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Paving the Way for Women in STEM: How to Create More Inclusive Classrooms

by Rhea Shajan

On my first day in college walking to my math lecture hall, I was excited to learn about data and logic-- something that I found challenging yet fascinating. That feeling was short-lived however when I first stepped foot in the classroom. I scanned the large room, every seat taken by men. I warily scanned the crowd to find any women and found only five in the back of the room.

It was hard to ignore the imposter syndrome that started creeping in within the first few weeks. While I still liked the material being taught, I felt insecure about my own capabilities and my confidence was lacking. In group projects, I refrained from sharing my ideas in fear that they would automatically be turned down by all the men in my group. It was a constant internal struggle to fight against self-doubt and prove my intelligence so they could value my ideas.

This feeling I described, however, is a fairly common experience shared by many women in STEM. The gender disparity in these classrooms is pretty significant, even with some of the changes that have been made in the past few decades. While I do appreciate how more women are pursuing STEM careers, the change hasn't fully translated into the classrooms. There still are a lot fewer females than males taking STEM-related courses. This, I believe, should be addressed so that women don't get intimidated by this gender disparity and look the other way. I believe that what deters many women from the STEM field is the lack of representation and inclusion in STEM classrooms which in fact plays a big role down the line when the applicant pool for STEM careers has more men than women.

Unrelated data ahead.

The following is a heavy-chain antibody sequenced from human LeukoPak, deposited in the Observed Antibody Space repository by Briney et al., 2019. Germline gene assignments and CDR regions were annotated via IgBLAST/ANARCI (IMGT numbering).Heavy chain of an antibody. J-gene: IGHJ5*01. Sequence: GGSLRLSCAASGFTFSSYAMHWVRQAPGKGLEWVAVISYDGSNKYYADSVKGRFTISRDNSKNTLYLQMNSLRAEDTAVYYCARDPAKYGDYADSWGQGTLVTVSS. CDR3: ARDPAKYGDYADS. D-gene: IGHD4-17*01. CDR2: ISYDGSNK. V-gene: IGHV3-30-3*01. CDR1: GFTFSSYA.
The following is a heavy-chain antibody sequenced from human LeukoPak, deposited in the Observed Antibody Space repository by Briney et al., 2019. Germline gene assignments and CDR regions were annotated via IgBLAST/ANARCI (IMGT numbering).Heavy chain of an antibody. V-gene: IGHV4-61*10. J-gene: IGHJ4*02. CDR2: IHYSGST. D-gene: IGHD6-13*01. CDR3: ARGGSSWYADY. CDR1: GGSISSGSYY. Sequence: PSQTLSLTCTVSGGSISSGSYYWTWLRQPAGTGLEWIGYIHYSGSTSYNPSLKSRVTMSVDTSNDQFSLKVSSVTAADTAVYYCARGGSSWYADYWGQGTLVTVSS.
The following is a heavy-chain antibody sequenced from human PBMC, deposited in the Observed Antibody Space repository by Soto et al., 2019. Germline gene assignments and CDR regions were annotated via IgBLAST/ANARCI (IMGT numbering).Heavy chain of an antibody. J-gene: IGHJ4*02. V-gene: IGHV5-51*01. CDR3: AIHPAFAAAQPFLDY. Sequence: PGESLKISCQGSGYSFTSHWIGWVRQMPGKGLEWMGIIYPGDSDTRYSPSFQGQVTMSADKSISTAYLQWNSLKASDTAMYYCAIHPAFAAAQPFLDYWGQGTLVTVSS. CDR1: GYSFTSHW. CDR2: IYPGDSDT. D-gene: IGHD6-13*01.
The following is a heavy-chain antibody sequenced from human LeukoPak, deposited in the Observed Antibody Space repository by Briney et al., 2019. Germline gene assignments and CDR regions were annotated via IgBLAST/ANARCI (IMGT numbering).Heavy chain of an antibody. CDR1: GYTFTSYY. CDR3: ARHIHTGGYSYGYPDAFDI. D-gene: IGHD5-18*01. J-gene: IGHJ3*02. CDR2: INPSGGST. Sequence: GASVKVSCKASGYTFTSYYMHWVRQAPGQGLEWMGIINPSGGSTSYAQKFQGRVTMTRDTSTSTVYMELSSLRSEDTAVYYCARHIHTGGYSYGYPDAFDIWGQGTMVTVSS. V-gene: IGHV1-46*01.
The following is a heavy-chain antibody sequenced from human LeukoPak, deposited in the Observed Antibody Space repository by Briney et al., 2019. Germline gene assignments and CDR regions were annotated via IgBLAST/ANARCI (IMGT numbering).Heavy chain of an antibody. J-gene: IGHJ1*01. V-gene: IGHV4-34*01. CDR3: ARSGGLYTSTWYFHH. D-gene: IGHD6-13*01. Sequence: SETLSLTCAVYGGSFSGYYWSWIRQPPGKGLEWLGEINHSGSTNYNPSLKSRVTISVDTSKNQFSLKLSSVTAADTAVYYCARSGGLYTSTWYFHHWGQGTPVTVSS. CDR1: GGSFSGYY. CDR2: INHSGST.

What the Research Says

A study from Edutopia highlights that girls perform as well as boys in math. Some points to consider:

  1. Nationally, math test scores for girls have been consistently equal to or within two points of boys in fourth and eighth grades over several years; middle school girls pass algebra at higher rates than boys.

  2. In science, girls perform on par with boys and enroll in advanced science and math courses at equal rates as they move into high school.

  3. A gender gap in participation starts to appear as girls take fewer of the more advanced STEM courses and tests as they get closer to college. This gap widens the longer girls are in school and is often compounded by issues of race and class